Annals of Surgical Oncology

, Volume 20, Issue 11, pp 3370–3376

Failure-to-Rescue After Colorectal Cancer Surgery and the Association with Three Structural Hospital Factors


    • Department of Surgery, K-6Leiden University Medical Center
  • N. J. van Leersum
    • Department of Surgery, K-6Leiden University Medical Center
  • M. ten Berge
    • Department of Surgery, K-6Leiden University Medical Center
  • H. S. Snijders
    • Department of Surgery, K-6Leiden University Medical Center
  • M. Fiocco
    • Department of Medical StatisticsLeiden University Medical Center
  • T. Wiggers
    • Department of SurgeryUniversity Medical Center Groningen
  • R. A. E. M. Tollenaar
    • Department of Surgery, K-6Leiden University Medical Center
  • M. W. J. M. Wouters
    • Department of Surgical OncologyNational Cancer Institute (NKI)—Antoni van Leeuwenhoek Hospital
Healthcare Policy and Outcomes

DOI: 10.1245/s10434-013-3037-z

Cite this article as:
Henneman, D., van Leersum, N.J., ten Berge, M. et al. Ann Surg Oncol (2013) 20: 3370. doi:10.1245/s10434-013-3037-z



This study was designed to evaluate the association between structural hospital characteristics and failure-to-rescue (FTR) after colorectal cancer surgery. A growing body of evidence suggests a large hospital variation concerning mortality rates in patients with a severe complication (FTR) in colorectal cancer surgery. Which structural hospital factors are associated with better FTR rates remains largely unclear.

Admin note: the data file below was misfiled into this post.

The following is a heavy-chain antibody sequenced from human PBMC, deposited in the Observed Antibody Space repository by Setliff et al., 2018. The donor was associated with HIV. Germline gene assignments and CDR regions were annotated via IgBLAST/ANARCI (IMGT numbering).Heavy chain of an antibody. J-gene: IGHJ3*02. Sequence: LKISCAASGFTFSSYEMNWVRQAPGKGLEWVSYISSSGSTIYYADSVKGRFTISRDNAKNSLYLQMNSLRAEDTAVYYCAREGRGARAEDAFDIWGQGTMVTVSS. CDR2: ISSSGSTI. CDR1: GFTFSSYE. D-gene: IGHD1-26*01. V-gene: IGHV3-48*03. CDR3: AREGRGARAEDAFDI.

All patients undergoing colorectal cancer surgery from 2009 through 2011 in 92 Dutch hospitals were analysed. Univariate and multivariate logistic regression models, including casemix, hospital volume, teaching status, and different levels of intensive care unit (ICU) facilities, were used to analyse risk-adjusted FTR rates.


A total of 25,591 patients from 92 hospitals were included. The FTR rate ranged between 0 and 39 %. In univariate analysis, high hospital volume (>200 vs. ≤200 patients/year), teaching status (academic vs. teaching vs. nonteaching hospitals) and high level of ICU facilities (highest level 3 vs. lowest level 1) were associated with lower FTR rates. Only the higher levels of ICU facilities (2 or 3 compared with level 1) were independently associated with lower failure-to-rescue rates (odds ratio 0.72; 95 % confidence interval 0.65–0.88) in multivariate analysis.


Hospital type and annual hospital volume were not independently associated with FTR rates in colorectal cancer surgery. Instead, the lowest level of ICU facilities was independently associated with higher rates. This suggests that a more advanced ICU may be an important factor that contributes to better failure-to-rescue rates, although individual hospitals perform well with lower ICU levels.

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© Society of Surgical Oncology 2013